Feathers and Ashes in the Valley of Childhood
I can remember seeing a feather, impossibly black against a blue sky. I must have been four or five and I was standing in the parking lot behind my apartment building. I seem to be four or five in all my memories of that parking lot, as if all my years there were one endless summer. The parking lot was a place of light, ringed by dark, mountainous, apartments painted brown. I lived at the far end; by the alley; a dry moat separating us from the house with the giant tree, and the boy who lived in its branches.
The best part of the parking lot was a weed choked plot behind the convenience store. It had a morning glory covered hill to climb with tiny stalks of white flowers with heart shaped leaves perfect for bouquets. We called it the dump and made up stories about things that had been thrown back there. Hand dug holes dotted the hill where we would look for bugs. We were sure that they would be mutated by chemicals we believed had been poured there. My brother was chased by just such a creature, a mutated spider that could not be killed. We decreed that the area was off limits until the spider was no longer a threat. Later we were climbing the hill, the spider forgotten as we battled monster vines and tree sized weeds.
Only cautiously did we leave our hidden kingdom to pick blackberries and see the burned carcass of a house down the street. The cops drove by often and we amassed a fortune of plastic badges whenever they stopped in the alley. We wore them proudly and took turns wielding a rusted machete, dropped by pirates, as we chased each other over the faded black asphalt that never seemed to hold any cars. The adults watched us from the perimeter, only able to make brief strides into our land before being propelled out and back into the fortress of apartments. From lazy afternoon till the sun started to set that lot was our own.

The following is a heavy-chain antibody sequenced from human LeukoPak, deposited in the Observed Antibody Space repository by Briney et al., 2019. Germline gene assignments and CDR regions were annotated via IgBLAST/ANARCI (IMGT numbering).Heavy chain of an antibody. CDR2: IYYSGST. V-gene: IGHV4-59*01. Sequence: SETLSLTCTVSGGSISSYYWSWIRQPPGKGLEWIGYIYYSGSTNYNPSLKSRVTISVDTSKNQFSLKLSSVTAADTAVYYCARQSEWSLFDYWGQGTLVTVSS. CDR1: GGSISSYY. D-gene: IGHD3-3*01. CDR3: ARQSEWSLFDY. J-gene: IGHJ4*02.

I learned to ride my bike while in that parking lot. It was there that the training wheels came off, turning the black field into a racetrack. My first kiss was there, underneath a discarded a truck topper with the boy who lived in the tree. It was hot and smelled of sweat and fiberglass, a little island at the center of the world. We said that kiss would be our secret. On another day I would kick him for being mean, ruining relations between our two territories.
In the years since my brothers and I left that parking lot behind, I have seen the building I once lived in. But the apartments, though painted the same brown, had shrunk and become distorted. I didn't go into the parking lot. After all, I was no longer a kid and wouldn't be welcome. But I remember my time there, hands open to catch that glossy black feather. Only to have it turn into black ash that disintegrated into an oily stain at my touch.